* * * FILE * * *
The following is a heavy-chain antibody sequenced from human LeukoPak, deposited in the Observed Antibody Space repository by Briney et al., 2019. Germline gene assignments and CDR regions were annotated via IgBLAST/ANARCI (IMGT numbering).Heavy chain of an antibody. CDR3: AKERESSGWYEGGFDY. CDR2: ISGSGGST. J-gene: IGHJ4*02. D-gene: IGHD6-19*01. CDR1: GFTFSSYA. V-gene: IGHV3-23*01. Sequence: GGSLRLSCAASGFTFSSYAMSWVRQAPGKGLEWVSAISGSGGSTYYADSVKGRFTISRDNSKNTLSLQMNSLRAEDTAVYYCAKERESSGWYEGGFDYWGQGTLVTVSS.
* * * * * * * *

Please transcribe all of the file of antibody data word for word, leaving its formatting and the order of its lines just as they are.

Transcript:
The following is a heavy-chain antibody sequenced from human LeukoPak, deposited in the Observed Antibody Space repository by Briney et al., 2019. Germline gene assignments and CDR regions were annotated via IgBLAST/ANARCI (IMGT numbering).Heavy chain of an antibody. CDR3: AKERESSGWYEGGFDY. CDR2: ISGSGGST. J-gene: IGHJ4*02. D-gene: IGHD6-19*01. CDR1: GFTFSSYA. V-gene: IGHV3-23*01. Sequence: GGSLRLSCAASGFTFSSYAMSWVRQAPGKGLEWVSAISGSGGSTYYADSVKGRFTISRDNSKNTLSLQMNSLRAEDTAVYYCAKERESSGWYEGGFDYWGQGTLVTVSS.